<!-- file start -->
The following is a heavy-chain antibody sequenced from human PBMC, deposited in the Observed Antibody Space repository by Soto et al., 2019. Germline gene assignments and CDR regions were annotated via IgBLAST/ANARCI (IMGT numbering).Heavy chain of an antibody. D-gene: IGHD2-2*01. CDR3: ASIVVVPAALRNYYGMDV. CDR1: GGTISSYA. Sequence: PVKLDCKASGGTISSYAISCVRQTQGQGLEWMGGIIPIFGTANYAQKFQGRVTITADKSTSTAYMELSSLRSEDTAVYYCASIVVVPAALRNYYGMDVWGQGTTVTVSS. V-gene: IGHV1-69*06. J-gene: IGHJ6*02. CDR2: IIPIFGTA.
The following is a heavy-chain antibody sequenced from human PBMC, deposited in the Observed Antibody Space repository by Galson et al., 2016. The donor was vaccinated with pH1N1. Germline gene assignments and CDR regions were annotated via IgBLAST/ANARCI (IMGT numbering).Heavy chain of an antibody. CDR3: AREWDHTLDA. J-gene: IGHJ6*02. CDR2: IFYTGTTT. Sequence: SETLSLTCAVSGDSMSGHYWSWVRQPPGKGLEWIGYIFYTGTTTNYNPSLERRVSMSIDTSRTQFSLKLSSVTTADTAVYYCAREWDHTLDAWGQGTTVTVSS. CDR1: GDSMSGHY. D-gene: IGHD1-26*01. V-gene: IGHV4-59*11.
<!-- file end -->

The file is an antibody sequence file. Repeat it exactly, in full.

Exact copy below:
The following is a heavy-chain antibody sequenced from human PBMC, deposited in the Observed Antibody Space repository by Soto et al., 2019. Germline gene assignments and CDR regions were annotated via IgBLAST/ANARCI (IMGT numbering).Heavy chain of an antibody. D-gene: IGHD2-2*01. CDR3: ASIVVVPAALRNYYGMDV. CDR1: GGTISSYA. Sequence: PVKLDCKASGGTISSYAISCVRQTQGQGLEWMGGIIPIFGTANYAQKFQGRVTITADKSTSTAYMELSSLRSEDTAVYYCASIVVVPAALRNYYGMDVWGQGTTVTVSS. V-gene: IGHV1-69*06. J-gene: IGHJ6*02. CDR2: IIPIFGTA.
The following is a heavy-chain antibody sequenced from human PBMC, deposited in the Observed Antibody Space repository by Galson et al., 2016. The donor was vaccinated with pH1N1. Germline gene assignments and CDR regions were annotated via IgBLAST/ANARCI (IMGT numbering).Heavy chain of an antibody. CDR3: AREWDHTLDA. J-gene: IGHJ6*02. CDR2: IFYTGTTT. Sequence: SETLSLTCAVSGDSMSGHYWSWVRQPPGKGLEWIGYIFYTGTTTNYNPSLERRVSMSIDTSRTQFSLKLSSVTTADTAVYYCAREWDHTLDAWGQGTTVTVSS. CDR1: GDSMSGHY. D-gene: IGHD1-26*01. V-gene: IGHV4-59*11.